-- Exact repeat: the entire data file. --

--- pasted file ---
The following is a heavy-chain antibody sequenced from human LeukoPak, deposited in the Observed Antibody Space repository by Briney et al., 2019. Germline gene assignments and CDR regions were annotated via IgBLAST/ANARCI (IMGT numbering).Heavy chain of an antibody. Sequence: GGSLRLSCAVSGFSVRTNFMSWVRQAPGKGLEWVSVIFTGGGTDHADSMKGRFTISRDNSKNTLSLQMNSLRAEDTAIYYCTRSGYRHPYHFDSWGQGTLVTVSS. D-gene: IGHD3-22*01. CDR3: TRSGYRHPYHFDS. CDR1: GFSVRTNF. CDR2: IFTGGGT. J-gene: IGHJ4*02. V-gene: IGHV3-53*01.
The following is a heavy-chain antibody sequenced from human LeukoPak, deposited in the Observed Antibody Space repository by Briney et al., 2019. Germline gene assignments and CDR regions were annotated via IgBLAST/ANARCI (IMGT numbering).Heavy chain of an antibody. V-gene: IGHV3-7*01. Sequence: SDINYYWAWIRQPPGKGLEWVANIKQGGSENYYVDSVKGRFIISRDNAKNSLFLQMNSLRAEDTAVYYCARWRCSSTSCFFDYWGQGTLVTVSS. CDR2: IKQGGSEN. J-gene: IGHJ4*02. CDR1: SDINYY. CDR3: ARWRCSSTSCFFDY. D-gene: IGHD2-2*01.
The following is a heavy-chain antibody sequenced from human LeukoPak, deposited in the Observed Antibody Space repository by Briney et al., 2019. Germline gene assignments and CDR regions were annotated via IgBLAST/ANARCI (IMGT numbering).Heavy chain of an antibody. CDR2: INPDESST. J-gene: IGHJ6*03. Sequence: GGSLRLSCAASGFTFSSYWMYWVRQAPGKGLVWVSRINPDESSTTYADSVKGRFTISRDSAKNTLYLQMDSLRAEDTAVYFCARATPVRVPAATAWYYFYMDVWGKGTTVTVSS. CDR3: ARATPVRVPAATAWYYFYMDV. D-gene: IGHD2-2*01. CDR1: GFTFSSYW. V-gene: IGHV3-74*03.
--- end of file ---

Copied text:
The following is a heavy-chain antibody sequenced from human LeukoPak, deposited in the Observed Antibody Space repository by Briney et al., 2019. Germline gene assignments and CDR regions were annotated via IgBLAST/ANARCI (IMGT numbering).Heavy chain of an antibody. Sequence: GGSLRLSCAVSGFSVRTNFMSWVRQAPGKGLEWVSVIFTGGGTDHADSMKGRFTISRDNSKNTLSLQMNSLRAEDTAIYYCTRSGYRHPYHFDSWGQGTLVTVSS. D-gene: IGHD3-22*01. CDR3: TRSGYRHPYHFDS. CDR1: GFSVRTNF. CDR2: IFTGGGT. J-gene: IGHJ4*02. V-gene: IGHV3-53*01.
The following is a heavy-chain antibody sequenced from human LeukoPak, deposited in the Observed Antibody Space repository by Briney et al., 2019. Germline gene assignments and CDR regions were annotated via IgBLAST/ANARCI (IMGT numbering).Heavy chain of an antibody. V-gene: IGHV3-7*01. Sequence: SDINYYWAWIRQPPGKGLEWVANIKQGGSENYYVDSVKGRFIISRDNAKNSLFLQMNSLRAEDTAVYYCARWRCSSTSCFFDYWGQGTLVTVSS. CDR2: IKQGGSEN. J-gene: IGHJ4*02. CDR1: SDINYY. CDR3: ARWRCSSTSCFFDY. D-gene: IGHD2-2*01.
The following is a heavy-chain antibody sequenced from human LeukoPak, deposited in the Observed Antibody Space repository by Briney et al., 2019. Germline gene assignments and CDR regions were annotated via IgBLAST/ANARCI (IMGT numbering).Heavy chain of an antibody. CDR2: INPDESST. J-gene: IGHJ6*03. Sequence: GGSLRLSCAASGFTFSSYWMYWVRQAPGKGLVWVSRINPDESSTTYADSVKGRFTISRDSAKNTLYLQMDSLRAEDTAVYFCARATPVRVPAATAWYYFYMDVWGKGTTVTVSS. CDR3: ARATPVRVPAATAWYYFYMDV. D-gene: IGHD2-2*01. CDR1: GFTFSSYW. V-gene: IGHV3-74*03.